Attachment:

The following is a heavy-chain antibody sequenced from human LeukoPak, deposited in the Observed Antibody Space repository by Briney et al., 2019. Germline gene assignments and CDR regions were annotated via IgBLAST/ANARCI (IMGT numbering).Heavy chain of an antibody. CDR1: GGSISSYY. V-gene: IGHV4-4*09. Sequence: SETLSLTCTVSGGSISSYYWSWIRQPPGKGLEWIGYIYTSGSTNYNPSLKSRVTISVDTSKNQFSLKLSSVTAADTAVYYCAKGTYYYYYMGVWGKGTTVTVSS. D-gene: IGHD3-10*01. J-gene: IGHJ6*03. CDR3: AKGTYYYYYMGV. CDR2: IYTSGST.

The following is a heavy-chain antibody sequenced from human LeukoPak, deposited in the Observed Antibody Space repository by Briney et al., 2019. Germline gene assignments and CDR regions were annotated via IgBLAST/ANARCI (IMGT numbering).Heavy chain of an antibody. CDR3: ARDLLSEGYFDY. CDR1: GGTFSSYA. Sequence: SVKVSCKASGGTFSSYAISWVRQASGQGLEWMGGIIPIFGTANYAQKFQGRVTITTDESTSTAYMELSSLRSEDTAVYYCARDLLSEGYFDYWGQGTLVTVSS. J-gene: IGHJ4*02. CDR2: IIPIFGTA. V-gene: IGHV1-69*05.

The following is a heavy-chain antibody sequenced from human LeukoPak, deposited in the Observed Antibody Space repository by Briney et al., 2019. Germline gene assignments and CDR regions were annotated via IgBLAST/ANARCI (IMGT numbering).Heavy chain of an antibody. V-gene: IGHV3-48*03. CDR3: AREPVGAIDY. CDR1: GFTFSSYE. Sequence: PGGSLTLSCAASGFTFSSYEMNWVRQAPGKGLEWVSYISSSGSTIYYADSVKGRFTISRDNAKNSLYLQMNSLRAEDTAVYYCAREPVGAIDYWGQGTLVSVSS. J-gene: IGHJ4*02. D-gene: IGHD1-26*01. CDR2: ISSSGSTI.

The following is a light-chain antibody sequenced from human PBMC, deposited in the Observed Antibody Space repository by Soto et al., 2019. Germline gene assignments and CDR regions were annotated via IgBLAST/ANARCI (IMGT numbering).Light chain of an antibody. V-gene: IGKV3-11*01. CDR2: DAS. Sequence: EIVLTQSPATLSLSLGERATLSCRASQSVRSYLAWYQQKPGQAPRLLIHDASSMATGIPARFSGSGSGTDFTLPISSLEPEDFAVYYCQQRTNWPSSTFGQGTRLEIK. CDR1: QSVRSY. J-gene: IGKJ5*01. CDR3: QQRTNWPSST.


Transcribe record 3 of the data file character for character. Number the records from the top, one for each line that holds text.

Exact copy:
The following is a heavy-chain antibody sequenced from human LeukoPak, deposited in the Observed Antibody Space repository by Briney et al., 2019. Germline gene assignments and CDR regions were annotated via IgBLAST/ANARCI (IMGT numbering).Heavy chain of an antibody. V-gene: IGHV3-48*03. CDR3: AREPVGAIDY. CDR1: GFTFSSYE. Sequence: PGGSLTLSCAASGFTFSSYEMNWVRQAPGKGLEWVSYISSSGSTIYYADSVKGRFTISRDNAKNSLYLQMNSLRAEDTAVYYCAREPVGAIDYWGQGTLVSVSS. J-gene: IGHJ4*02. D-gene: IGHD1-26*01. CDR2: ISSSGSTI.